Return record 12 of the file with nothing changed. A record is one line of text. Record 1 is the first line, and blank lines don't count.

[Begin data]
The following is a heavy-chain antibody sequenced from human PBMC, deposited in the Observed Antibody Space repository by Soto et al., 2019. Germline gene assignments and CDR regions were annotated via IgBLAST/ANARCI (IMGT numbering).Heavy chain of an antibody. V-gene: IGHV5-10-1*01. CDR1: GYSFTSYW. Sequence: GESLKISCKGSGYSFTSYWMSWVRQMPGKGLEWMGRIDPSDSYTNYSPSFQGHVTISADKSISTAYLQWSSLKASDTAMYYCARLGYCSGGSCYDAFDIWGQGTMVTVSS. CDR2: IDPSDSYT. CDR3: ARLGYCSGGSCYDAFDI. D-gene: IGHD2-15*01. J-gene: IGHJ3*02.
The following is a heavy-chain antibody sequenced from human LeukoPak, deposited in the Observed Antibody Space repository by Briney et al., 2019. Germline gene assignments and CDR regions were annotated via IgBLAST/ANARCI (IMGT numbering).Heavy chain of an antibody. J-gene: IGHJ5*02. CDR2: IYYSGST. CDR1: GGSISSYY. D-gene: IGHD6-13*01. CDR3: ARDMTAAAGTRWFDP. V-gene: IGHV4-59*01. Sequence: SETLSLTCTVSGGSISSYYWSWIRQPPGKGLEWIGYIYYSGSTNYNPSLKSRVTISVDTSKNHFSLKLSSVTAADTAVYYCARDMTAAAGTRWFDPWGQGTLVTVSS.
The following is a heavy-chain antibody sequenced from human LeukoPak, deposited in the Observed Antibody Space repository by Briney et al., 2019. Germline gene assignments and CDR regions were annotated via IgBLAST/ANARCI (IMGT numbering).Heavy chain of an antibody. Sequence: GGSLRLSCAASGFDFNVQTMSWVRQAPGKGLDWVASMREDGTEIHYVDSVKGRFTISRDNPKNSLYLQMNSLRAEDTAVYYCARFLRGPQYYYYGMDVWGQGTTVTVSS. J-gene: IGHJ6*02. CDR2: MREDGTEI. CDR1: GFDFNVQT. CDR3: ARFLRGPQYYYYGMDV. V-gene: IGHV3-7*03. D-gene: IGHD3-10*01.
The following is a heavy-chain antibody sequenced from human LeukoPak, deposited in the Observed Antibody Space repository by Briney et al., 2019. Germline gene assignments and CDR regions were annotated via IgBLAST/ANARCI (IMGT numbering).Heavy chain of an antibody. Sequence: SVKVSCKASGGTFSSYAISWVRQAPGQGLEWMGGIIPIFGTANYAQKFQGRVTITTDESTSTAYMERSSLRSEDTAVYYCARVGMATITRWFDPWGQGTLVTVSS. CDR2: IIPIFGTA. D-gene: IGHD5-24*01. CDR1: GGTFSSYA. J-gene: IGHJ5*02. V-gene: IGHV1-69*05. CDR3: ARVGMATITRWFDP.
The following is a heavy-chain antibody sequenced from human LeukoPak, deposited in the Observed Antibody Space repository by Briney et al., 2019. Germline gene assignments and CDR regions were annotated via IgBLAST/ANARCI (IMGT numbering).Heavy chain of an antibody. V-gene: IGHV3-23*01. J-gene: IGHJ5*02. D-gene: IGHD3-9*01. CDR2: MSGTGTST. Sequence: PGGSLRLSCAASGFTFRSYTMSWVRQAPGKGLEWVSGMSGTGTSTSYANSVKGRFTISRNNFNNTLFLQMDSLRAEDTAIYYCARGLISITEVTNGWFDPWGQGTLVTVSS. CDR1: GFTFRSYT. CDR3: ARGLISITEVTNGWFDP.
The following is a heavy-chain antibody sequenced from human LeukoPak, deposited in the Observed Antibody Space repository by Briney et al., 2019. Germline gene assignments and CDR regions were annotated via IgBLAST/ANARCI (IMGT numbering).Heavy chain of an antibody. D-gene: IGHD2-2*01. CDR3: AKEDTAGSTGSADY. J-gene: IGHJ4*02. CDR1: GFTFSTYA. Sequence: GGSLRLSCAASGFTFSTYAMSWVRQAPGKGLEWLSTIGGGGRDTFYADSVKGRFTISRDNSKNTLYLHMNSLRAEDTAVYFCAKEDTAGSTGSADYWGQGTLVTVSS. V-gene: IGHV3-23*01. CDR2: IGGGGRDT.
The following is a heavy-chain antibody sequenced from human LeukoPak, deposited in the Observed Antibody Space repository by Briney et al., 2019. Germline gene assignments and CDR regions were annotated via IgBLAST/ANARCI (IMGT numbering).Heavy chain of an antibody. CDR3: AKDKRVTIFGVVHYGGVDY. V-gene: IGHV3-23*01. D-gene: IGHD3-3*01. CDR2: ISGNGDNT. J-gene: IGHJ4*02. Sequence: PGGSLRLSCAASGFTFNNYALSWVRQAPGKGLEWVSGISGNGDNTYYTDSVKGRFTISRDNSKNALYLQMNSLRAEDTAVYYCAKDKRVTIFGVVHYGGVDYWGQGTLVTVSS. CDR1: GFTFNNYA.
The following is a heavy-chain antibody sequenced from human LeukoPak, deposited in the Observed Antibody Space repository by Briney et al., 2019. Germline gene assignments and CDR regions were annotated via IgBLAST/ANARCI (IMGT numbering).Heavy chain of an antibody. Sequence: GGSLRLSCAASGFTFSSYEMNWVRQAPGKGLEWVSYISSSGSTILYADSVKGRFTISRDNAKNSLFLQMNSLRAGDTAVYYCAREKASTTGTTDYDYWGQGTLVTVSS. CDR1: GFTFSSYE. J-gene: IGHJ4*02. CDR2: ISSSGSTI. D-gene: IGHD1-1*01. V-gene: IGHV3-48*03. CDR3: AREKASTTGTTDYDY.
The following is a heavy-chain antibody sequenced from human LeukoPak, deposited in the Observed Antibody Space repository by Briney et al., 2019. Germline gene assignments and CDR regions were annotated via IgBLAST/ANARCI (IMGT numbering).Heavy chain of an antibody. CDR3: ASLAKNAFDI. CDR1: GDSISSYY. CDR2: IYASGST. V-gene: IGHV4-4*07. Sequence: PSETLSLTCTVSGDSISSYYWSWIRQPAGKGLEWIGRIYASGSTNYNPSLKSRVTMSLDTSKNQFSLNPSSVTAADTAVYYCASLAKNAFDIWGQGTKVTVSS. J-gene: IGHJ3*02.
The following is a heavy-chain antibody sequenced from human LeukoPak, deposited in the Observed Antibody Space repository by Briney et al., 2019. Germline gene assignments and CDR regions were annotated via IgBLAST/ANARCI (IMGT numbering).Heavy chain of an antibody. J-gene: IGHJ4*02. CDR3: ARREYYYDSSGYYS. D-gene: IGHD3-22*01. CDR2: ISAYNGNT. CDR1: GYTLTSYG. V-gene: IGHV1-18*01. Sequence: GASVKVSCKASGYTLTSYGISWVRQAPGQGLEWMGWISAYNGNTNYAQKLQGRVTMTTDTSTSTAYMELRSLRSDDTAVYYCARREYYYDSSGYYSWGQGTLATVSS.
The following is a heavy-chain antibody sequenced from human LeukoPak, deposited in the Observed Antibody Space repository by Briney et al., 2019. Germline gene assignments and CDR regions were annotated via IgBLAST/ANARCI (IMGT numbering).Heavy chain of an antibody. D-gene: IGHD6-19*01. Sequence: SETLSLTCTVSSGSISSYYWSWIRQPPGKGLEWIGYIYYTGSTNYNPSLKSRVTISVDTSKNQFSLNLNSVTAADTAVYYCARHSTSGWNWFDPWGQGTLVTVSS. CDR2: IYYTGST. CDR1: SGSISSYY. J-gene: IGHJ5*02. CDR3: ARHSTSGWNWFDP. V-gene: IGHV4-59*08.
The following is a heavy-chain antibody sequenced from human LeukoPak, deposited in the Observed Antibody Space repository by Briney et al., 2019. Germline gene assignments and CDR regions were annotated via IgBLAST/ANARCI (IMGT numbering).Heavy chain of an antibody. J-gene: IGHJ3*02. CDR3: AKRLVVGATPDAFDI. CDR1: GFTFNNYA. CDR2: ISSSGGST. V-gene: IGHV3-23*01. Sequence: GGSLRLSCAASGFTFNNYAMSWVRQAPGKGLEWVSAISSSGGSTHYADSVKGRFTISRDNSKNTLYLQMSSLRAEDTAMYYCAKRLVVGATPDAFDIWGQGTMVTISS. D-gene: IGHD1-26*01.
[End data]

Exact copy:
The following is a heavy-chain antibody sequenced from human LeukoPak, deposited in the Observed Antibody Space repository by Briney et al., 2019. Germline gene assignments and CDR regions were annotated via IgBLAST/ANARCI (IMGT numbering).Heavy chain of an antibody. J-gene: IGHJ3*02. CDR3: AKRLVVGATPDAFDI. CDR1: GFTFNNYA. CDR2: ISSSGGST. V-gene: IGHV3-23*01. Sequence: GGSLRLSCAASGFTFNNYAMSWVRQAPGKGLEWVSAISSSGGSTHYADSVKGRFTISRDNSKNTLYLQMSSLRAEDTAMYYCAKRLVVGATPDAFDIWGQGTMVTISS. D-gene: IGHD1-26*01.